A risk analysis involves identifying the most probable threats to an organization and analyzing the related vulnerabilities of the organization to these threats. In quantitative risk analysis, an attempt is made to numerically determine the probabilities of various adverse events and the likely extent of the losses if a particular event takes place.
Qualitative risk analysis, which is used more often, does not involve numerical probabilities or predictions of loss. Instead, the qualitative method involves defining the various threats, determining the extent of vulnerabilities and devising countermeasures should an attack occur.
NOTE: The values given in the above tables are calculated for the daily data taken for a period of 5 years for both the companies and the BSE Index (1st January 2006 – 31st January 2010)
From the values in the average return, variance and standard deviation we can understand that the return in cement industry was negative for an investor who invested his money in those stocks for that particular period.
The risk associated with Ultratech company stock is very high as it has very high standard deviation and variance when compared to the other company ACC Cement. The standard deviation and variance of Ultratech stock are greater than that of Index.
To analyze the risk associated with a stock we have calculated 3 parameters. Beta, Sharpe and Treynor
ï¢ (Beta) Co-efficient (A Measure of Systematic Risk): The beta is a measure of systematic risk or Non-diversifiable risk. The beta of a stock measures the sensitivity or volatility of the stock with reference to a broad based market index, e.g. SENSEX in India.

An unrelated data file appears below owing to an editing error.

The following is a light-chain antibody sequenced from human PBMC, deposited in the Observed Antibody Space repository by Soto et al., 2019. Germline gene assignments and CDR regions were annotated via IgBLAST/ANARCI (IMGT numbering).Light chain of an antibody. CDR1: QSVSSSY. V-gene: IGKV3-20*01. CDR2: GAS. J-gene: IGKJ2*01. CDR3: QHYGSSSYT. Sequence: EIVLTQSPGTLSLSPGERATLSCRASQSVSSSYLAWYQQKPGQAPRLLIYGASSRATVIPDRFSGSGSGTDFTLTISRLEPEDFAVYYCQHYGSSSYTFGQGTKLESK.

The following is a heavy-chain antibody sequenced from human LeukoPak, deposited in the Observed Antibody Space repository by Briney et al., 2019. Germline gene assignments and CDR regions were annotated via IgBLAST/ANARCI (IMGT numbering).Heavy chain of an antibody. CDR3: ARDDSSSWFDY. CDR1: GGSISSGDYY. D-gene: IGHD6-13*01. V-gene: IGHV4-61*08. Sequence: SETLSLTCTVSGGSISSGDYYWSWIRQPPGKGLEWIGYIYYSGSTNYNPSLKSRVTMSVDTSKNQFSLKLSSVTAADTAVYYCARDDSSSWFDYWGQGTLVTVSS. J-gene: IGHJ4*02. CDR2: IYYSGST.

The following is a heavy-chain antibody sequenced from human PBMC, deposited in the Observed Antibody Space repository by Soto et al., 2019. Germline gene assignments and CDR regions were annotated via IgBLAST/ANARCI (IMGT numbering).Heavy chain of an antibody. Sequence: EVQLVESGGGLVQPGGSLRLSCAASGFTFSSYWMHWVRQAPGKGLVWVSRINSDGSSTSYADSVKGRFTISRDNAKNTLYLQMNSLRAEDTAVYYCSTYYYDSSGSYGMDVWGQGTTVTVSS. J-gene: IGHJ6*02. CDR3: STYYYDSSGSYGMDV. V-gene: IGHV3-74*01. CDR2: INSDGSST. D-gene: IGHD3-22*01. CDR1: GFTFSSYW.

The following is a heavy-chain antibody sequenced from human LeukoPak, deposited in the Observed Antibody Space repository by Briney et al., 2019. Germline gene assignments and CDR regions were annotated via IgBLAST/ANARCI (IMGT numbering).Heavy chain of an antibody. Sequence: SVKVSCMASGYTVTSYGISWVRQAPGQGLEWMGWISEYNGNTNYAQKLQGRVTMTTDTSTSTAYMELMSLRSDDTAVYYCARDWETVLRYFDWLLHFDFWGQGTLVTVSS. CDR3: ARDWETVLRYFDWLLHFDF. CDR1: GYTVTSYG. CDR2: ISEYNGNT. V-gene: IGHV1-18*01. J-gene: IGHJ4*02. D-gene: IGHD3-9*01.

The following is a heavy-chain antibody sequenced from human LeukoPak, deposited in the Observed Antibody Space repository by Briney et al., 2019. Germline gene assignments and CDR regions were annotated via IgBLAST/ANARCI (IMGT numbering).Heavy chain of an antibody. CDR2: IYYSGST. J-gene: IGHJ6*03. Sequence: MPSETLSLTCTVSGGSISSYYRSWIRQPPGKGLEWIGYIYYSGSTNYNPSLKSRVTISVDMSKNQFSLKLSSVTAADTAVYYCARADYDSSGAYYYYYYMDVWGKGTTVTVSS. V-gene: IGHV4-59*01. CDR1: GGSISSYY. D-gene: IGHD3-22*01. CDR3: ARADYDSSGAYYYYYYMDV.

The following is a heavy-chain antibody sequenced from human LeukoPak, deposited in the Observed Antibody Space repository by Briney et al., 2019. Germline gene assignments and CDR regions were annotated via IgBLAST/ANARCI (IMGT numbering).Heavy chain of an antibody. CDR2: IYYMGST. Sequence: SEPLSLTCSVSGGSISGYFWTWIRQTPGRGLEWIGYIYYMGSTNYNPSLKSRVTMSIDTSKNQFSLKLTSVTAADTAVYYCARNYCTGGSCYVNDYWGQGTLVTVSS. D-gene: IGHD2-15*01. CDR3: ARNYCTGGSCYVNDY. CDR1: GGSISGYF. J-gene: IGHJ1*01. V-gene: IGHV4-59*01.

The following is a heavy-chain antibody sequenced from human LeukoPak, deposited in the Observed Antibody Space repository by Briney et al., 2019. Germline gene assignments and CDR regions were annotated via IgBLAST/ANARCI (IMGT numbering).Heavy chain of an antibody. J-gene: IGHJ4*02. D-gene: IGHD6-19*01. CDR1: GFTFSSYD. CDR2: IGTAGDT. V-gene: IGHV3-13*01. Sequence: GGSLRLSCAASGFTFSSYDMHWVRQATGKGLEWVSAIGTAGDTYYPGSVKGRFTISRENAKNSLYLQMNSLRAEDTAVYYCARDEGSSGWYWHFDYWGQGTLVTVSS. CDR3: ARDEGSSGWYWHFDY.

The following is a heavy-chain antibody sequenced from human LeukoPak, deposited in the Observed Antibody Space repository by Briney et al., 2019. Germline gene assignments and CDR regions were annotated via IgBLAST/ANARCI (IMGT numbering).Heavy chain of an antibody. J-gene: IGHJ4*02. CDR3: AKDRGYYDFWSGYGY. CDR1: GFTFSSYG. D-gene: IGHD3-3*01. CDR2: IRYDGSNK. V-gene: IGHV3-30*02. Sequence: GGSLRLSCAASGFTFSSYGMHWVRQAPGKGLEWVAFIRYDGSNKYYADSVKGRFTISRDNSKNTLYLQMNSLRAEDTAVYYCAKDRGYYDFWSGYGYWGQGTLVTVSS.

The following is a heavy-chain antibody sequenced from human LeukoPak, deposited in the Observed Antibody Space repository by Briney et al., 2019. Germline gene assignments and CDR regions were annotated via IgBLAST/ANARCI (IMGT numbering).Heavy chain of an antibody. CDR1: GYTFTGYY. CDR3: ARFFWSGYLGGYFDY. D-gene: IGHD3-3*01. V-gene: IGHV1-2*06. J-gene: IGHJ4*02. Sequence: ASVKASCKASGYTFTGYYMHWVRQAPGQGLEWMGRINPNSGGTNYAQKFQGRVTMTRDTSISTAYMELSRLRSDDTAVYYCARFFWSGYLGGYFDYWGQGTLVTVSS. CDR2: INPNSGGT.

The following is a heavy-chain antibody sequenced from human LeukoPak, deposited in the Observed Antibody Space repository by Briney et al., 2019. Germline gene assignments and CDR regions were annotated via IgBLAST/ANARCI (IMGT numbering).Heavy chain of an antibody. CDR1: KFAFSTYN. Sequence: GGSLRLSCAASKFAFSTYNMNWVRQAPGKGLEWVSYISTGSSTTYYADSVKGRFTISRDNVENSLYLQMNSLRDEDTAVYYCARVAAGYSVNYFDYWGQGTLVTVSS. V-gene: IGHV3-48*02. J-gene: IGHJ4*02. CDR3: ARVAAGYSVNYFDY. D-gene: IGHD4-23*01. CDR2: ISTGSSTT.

Sharpe’s Measure of Performance: Sharpe Measure measures the risk Premiums of the portfolio (average portfolio return less risk free return) relative to the total amount of risk in the portfolio (standard deviation of the portfolio). It is also called reward-to-variability ratio. The Sharpe ratio tells us whether a portfolio’s returnsÂ are due to smart investment decisions or a result of excess risk. The higher the Sharpe ratio for a portfolio, the better the portfolio has performed.
Treynor’s Measure of Performance: The Treynor measure is a relative measure of performance for investment managers and measures the return premium per unit of systematic risk (risk that cannot be diversified) as measured by the beta or relative volatility of the portfolio. While a high and positive Treynor’s Index shows a superior risk-adjusted performance of a fund, a low and negative Treynor’s Index is an indication of unfavorable performance. It is also called reward-to-volatility ratio.
Rf: The risk free return taken is a government treasury bill which has a return of 8% per annum.
When we compare the movemen